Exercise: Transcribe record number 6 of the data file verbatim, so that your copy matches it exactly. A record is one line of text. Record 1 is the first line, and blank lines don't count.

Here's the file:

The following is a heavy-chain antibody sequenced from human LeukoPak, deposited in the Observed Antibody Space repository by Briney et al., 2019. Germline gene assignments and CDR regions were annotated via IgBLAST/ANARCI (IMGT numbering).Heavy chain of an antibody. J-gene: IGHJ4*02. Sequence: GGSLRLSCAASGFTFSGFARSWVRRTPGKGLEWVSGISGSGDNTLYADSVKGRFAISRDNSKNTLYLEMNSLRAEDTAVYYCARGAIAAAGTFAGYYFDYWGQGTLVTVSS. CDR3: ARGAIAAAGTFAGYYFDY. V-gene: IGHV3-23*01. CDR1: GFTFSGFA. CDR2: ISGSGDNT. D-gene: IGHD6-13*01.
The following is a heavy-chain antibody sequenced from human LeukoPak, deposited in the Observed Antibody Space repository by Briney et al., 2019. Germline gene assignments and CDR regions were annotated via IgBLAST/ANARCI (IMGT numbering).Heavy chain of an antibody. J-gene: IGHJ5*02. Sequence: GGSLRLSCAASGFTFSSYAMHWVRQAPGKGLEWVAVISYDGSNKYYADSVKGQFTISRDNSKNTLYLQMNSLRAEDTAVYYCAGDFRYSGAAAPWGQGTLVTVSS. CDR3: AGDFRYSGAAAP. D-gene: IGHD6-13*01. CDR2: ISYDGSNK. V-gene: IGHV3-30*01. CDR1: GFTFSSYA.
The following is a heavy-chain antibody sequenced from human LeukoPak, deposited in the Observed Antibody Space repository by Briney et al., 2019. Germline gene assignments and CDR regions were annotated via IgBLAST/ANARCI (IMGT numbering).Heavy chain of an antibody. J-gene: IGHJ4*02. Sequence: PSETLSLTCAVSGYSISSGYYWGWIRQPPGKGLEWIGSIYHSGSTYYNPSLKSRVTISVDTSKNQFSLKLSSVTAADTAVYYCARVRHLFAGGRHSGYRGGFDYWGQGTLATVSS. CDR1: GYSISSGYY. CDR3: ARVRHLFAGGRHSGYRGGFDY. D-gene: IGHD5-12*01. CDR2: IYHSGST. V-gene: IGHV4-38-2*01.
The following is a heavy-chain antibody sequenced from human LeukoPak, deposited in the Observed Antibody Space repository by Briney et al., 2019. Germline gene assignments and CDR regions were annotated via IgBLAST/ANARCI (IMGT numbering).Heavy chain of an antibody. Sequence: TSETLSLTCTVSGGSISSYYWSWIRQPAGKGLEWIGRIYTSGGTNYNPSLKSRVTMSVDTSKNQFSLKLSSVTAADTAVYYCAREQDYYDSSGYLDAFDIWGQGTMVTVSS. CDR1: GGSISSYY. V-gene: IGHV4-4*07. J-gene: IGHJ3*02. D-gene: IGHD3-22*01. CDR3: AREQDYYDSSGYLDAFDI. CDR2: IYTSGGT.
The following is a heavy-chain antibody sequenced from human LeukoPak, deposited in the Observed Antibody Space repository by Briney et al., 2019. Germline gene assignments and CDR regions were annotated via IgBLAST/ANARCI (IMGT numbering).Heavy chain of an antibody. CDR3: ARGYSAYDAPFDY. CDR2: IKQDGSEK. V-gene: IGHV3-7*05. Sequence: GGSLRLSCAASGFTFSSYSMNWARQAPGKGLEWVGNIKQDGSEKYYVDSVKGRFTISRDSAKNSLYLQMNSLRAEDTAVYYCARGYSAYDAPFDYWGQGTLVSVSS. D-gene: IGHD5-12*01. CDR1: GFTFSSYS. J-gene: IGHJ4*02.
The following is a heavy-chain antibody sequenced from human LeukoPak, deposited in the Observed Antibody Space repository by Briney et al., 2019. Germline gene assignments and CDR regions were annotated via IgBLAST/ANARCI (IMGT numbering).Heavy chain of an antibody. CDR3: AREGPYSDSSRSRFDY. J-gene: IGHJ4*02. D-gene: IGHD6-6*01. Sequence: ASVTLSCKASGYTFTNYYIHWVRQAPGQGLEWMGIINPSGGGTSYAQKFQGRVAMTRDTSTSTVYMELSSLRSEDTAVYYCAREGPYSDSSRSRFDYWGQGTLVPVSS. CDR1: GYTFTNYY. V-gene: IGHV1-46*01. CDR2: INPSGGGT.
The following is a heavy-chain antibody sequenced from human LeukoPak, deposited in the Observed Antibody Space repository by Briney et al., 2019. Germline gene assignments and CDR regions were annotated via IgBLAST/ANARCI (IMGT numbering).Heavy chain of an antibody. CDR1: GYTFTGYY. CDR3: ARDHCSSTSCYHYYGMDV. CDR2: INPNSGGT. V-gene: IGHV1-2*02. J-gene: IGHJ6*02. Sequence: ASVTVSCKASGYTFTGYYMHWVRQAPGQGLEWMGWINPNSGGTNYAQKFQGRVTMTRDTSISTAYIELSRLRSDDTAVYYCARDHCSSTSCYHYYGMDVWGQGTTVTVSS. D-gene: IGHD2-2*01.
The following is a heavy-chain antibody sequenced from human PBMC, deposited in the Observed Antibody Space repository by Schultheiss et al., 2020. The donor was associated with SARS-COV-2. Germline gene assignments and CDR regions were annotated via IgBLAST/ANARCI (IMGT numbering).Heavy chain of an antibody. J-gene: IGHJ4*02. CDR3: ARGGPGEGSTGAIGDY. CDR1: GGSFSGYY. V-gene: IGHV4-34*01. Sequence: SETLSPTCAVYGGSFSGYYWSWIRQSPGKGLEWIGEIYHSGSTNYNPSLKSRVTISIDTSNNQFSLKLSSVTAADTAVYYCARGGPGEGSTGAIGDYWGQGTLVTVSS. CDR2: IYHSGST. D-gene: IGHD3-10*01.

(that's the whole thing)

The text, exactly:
The following is a heavy-chain antibody sequenced from human LeukoPak, deposited in the Observed Antibody Space repository by Briney et al., 2019. Germline gene assignments and CDR regions were annotated via IgBLAST/ANARCI (IMGT numbering).Heavy chain of an antibody. CDR3: AREGPYSDSSRSRFDY. J-gene: IGHJ4*02. D-gene: IGHD6-6*01. Sequence: ASVTLSCKASGYTFTNYYIHWVRQAPGQGLEWMGIINPSGGGTSYAQKFQGRVAMTRDTSTSTVYMELSSLRSEDTAVYYCAREGPYSDSSRSRFDYWGQGTLVPVSS. CDR1: GYTFTNYY. V-gene: IGHV1-46*01. CDR2: INPSGGGT.